In the rapidly globalizing environment of the 21st century in which nearly all businesses operate, it has become increasingly challenging to maintain a competitive advantage while also being profitable. As many companies’ reach to customers and companies has amplified because of the internet and the increasing connectedness of society, it has become imperative that companies reduce costs and save wherever they can. One way that many businesses are coping with this new environment is by outsourcing operations to countries where labor laws and regulatory standards allow for greater malleability. Although the United States has trade barriers that have significantly restricted the abilities of businesses to take advantage of this, the Transatlantic Trade and Investment Partnership (TTIP) and the Trans-Pacific Partnership (TPP) stand to rescind these barriers and open access to these opportunities abroad.
The benefits of looking outside the markets of the US are one of the key strategies that companies have come to implement to reduce costs and manage overhead risks. With the passing of the TTIP and TPP, many barriers will stand to fall, such as regulatory standards in product design and tariffs. This means that the positive economic impacts that these agreements could have on the Pacific and Atlantic regions, such as increasing the standard of living, will also allow access to significant supply chain options that will significantly reduce costs.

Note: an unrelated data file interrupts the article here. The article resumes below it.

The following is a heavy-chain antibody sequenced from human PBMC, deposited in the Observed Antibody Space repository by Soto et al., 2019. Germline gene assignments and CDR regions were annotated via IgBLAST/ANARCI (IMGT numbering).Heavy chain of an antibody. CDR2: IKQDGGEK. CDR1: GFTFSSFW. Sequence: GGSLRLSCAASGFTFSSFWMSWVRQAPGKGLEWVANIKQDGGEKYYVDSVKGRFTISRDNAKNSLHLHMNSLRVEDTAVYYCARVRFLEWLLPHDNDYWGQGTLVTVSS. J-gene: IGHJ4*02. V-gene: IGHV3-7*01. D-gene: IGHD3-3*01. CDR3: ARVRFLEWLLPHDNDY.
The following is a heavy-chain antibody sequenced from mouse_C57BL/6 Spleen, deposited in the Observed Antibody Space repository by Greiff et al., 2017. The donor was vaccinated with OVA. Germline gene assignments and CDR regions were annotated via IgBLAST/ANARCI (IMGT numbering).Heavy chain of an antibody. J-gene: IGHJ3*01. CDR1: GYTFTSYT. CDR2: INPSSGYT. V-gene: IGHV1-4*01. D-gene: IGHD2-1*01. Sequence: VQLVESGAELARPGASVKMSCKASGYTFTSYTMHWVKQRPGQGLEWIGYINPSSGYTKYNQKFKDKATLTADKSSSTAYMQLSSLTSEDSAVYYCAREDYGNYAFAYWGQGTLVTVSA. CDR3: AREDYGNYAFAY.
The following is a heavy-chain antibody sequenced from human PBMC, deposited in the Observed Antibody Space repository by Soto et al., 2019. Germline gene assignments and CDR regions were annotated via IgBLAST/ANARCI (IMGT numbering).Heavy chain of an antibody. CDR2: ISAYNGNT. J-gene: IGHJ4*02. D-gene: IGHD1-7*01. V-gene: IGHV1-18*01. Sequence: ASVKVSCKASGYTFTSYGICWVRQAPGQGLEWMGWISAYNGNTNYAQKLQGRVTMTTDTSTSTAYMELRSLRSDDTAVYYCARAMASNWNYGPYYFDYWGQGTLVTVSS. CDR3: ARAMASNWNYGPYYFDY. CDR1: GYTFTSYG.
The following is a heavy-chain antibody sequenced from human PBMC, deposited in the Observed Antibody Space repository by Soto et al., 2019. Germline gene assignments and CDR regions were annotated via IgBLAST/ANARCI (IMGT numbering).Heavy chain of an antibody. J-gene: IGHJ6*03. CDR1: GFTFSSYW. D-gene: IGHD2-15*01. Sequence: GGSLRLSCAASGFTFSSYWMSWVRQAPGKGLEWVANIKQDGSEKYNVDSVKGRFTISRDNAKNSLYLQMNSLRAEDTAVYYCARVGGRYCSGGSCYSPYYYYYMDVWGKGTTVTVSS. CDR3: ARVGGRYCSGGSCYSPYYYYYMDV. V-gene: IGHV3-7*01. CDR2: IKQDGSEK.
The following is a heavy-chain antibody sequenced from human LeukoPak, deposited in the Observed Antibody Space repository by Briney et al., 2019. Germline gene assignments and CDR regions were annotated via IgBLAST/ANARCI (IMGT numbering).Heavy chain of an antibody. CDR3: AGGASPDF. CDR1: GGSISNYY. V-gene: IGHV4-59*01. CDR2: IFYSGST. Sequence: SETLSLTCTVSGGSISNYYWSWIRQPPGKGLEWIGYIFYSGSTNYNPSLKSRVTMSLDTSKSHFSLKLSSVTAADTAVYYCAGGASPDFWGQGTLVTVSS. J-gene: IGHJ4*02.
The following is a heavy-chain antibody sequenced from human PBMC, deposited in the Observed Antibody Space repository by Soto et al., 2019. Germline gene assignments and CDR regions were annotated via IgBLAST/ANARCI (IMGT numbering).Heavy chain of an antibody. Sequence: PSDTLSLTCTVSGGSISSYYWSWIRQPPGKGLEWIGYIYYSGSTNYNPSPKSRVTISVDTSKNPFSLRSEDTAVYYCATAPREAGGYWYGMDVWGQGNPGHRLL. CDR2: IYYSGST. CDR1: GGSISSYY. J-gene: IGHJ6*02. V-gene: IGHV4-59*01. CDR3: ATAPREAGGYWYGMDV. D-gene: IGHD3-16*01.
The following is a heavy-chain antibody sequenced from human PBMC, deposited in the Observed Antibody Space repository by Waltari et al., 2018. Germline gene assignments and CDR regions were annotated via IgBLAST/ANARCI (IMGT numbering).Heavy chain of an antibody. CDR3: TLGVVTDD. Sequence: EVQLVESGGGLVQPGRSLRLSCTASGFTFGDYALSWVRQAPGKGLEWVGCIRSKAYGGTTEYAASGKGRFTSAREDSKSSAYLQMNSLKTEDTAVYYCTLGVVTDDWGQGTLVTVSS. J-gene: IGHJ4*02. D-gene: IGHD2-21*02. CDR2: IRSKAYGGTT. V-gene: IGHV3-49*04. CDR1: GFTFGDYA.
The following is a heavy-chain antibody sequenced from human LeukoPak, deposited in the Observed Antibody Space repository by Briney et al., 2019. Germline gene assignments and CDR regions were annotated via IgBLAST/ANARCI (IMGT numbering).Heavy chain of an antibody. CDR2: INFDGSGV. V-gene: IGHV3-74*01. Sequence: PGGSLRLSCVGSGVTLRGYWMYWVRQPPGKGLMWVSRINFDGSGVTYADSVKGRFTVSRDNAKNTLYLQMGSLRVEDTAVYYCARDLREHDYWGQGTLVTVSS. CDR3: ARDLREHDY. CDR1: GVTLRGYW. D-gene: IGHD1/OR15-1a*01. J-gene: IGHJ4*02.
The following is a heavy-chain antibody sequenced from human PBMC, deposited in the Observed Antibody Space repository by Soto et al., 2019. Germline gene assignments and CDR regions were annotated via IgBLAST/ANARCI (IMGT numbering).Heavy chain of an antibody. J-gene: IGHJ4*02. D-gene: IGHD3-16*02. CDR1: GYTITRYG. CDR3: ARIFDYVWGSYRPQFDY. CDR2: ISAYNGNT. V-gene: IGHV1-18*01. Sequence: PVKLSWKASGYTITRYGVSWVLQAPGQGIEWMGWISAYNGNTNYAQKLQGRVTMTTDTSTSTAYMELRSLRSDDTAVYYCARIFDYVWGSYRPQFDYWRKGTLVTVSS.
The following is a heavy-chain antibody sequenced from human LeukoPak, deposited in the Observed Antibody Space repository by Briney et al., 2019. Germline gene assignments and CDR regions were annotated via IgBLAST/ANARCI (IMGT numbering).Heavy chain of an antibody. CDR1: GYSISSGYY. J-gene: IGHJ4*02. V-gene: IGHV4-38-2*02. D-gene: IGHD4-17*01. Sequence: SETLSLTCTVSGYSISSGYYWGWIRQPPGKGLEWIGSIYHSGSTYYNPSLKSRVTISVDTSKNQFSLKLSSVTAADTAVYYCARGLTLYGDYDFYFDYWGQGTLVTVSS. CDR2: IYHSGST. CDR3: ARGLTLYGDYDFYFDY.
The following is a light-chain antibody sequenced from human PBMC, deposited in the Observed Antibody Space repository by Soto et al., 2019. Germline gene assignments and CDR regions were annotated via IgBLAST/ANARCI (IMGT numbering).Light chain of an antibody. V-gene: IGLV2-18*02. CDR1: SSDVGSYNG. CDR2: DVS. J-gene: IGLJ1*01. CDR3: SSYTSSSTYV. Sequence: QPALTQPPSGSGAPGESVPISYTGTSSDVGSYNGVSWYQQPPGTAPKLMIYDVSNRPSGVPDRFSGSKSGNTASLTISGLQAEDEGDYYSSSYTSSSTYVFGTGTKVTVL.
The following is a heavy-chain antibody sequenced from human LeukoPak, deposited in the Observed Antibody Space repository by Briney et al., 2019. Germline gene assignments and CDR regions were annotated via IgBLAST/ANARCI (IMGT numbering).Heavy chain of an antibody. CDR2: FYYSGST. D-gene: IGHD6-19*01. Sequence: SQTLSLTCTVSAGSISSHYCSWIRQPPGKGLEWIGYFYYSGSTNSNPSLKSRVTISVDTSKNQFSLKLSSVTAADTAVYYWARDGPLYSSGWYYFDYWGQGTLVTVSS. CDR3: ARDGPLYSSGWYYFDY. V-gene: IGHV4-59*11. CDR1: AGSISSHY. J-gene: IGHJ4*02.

With access to these new markets without tariffs that would typically deter certain supply chain operations, it could now become feasible to expand into these new markets. And outsource some processes as many nations (especially Pacific Rim nations) have greater access to raw materials and labor markets than what is available in the US. Outsourcing nonessential operations to these countries can reduce transportation costs while also efficiently integrating new supply chain options into a business’s strategy. This means that with the opportunity to streamline, companies will be able to reduce the time it takes to react to markets and become more competitive because of this flexibility.
Another benefit of these agreements for businesses is that they will have the option to outsource nonessential functions of their operations. What this means is that as companies grow to meet or provide more goods or services, many of their areas of proficiency (i.e., transportation or customer service) become stretched and decline in value to their operations. One way to counter this critical issue would be by outsourcing nonessential functions to firms that could provide the service at a lower cost. At the same time, the original business can maintain the integrity of its business. This not only reduces the capital investment risk that companies face in a rapidly evolving economy but also gives the business the ability to focus on their core competencies. These core competencies are crucial to a firm’s uniqueness and provide a critical competitive advantage.
When companies utilize the proposed benefits of the TPP and TTIP, they increase not only their competitiveness, but also their flexibility to respond to change, the risk from exposed capital investment, and supply chain logistics. By capitalizing on what these agreements have to offer domestic industries in an increasingly competitive global economy, US businesses can mitigate risks and utilize resources more efficiently in which both are vital parts of developing a competitive advantage strategy and satisfying organizational stakeholders.